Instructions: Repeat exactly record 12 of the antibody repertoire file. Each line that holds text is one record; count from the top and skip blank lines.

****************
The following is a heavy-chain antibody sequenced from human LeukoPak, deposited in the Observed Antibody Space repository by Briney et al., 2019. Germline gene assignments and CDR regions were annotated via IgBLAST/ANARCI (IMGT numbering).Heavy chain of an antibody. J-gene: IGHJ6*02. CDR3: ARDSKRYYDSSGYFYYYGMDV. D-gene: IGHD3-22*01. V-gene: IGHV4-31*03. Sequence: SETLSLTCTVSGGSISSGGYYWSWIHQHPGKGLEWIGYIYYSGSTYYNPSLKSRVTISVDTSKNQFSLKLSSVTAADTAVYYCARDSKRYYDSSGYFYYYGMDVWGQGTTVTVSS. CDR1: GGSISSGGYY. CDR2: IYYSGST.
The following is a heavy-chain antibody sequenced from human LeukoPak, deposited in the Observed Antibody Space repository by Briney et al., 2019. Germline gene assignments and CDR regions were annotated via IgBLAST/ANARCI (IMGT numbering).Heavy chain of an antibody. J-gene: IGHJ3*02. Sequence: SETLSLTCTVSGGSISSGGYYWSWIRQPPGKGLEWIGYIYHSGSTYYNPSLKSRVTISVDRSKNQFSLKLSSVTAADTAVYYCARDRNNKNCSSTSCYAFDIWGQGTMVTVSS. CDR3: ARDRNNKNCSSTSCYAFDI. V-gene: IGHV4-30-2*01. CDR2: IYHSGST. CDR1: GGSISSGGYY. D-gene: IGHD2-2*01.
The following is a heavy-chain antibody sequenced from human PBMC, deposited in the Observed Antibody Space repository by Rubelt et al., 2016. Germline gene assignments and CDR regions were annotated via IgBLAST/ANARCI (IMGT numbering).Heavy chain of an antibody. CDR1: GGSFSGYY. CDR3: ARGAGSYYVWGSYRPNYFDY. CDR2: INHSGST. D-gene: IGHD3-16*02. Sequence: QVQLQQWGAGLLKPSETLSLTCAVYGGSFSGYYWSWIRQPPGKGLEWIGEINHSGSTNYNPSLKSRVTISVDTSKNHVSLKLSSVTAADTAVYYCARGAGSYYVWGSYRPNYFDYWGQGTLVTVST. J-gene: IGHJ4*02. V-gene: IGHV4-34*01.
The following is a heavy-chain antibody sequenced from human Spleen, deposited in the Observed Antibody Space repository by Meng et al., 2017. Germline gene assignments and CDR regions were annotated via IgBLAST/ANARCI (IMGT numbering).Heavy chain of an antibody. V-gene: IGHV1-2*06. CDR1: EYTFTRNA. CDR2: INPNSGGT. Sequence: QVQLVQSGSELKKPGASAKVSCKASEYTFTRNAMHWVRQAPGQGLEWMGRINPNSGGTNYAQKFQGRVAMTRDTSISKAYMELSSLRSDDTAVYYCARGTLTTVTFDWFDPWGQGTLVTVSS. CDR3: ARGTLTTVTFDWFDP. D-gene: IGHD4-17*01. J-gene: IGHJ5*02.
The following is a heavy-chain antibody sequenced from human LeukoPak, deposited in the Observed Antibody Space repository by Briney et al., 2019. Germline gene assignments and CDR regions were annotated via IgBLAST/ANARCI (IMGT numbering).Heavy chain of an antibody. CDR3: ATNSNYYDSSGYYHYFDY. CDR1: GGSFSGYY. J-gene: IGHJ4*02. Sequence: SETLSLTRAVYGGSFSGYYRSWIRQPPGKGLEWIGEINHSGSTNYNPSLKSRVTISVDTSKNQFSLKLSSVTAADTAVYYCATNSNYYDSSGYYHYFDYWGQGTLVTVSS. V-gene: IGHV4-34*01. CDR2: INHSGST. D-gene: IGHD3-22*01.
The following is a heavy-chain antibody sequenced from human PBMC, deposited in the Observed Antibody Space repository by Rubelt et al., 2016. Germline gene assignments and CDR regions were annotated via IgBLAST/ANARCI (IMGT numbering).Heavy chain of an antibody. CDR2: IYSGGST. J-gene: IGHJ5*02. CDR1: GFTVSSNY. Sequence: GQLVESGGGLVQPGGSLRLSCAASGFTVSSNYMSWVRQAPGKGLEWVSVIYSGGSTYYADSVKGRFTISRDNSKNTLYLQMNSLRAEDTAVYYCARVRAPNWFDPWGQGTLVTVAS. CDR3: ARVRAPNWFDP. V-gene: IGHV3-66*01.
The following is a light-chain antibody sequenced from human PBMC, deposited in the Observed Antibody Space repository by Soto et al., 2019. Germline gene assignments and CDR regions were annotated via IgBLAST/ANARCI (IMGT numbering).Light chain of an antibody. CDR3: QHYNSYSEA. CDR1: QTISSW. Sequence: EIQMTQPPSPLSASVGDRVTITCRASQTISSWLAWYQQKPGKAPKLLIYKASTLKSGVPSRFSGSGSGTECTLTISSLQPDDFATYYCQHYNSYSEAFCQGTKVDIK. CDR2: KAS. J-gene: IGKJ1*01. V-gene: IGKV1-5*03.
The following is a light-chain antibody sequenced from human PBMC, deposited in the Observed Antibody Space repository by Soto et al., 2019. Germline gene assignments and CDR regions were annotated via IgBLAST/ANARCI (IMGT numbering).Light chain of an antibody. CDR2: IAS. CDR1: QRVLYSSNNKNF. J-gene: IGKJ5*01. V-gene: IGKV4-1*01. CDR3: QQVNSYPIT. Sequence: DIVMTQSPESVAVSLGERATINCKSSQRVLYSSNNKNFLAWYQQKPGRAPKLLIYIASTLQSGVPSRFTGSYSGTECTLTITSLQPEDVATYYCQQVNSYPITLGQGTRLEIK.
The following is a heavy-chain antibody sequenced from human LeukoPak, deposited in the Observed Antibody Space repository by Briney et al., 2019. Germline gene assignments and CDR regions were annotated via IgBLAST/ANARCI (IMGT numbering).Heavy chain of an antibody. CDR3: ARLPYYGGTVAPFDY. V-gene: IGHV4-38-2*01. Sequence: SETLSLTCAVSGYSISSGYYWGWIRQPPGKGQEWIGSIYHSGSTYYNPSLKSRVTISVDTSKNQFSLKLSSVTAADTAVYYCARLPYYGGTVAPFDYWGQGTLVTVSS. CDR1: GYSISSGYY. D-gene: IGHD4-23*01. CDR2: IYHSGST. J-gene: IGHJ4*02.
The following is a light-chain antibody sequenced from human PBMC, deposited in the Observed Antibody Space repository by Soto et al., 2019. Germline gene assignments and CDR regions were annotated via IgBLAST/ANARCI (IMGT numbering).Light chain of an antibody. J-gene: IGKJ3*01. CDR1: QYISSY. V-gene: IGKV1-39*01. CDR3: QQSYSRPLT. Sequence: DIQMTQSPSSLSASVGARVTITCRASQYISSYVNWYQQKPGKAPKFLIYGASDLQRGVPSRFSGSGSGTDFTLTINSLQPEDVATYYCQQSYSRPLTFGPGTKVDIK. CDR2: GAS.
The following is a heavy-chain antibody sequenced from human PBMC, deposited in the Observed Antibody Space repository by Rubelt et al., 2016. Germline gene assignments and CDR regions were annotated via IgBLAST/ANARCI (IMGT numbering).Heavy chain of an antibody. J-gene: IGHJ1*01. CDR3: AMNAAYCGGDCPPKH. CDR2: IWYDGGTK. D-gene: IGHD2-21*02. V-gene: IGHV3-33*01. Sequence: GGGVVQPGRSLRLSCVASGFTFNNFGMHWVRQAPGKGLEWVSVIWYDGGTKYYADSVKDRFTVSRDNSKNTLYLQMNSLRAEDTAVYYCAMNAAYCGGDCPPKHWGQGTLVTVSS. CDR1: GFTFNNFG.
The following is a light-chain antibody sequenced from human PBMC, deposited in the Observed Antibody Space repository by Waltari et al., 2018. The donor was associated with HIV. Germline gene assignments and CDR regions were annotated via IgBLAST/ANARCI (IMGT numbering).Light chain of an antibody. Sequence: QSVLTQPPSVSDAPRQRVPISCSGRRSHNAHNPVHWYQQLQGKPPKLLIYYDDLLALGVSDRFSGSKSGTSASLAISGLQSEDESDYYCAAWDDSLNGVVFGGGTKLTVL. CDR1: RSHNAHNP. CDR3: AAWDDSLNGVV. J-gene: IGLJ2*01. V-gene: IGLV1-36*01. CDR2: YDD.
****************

The following is a light-chain antibody sequenced from human PBMC, deposited in the Observed Antibody Space repository by Waltari et al., 2018. The donor was associated with HIV. Germline gene assignments and CDR regions were annotated via IgBLAST/ANARCI (IMGT numbering).Light chain of an antibody. Sequence: QSVLTQPPSVSDAPRQRVPISCSGRRSHNAHNPVHWYQQLQGKPPKLLIYYDDLLALGVSDRFSGSKSGTSASLAISGLQSEDESDYYCAAWDDSLNGVVFGGGTKLTVL. CDR1: RSHNAHNP. CDR3: AAWDDSLNGVV. J-gene: IGLJ2*01. V-gene: IGLV1-36*01. CDR2: YDD.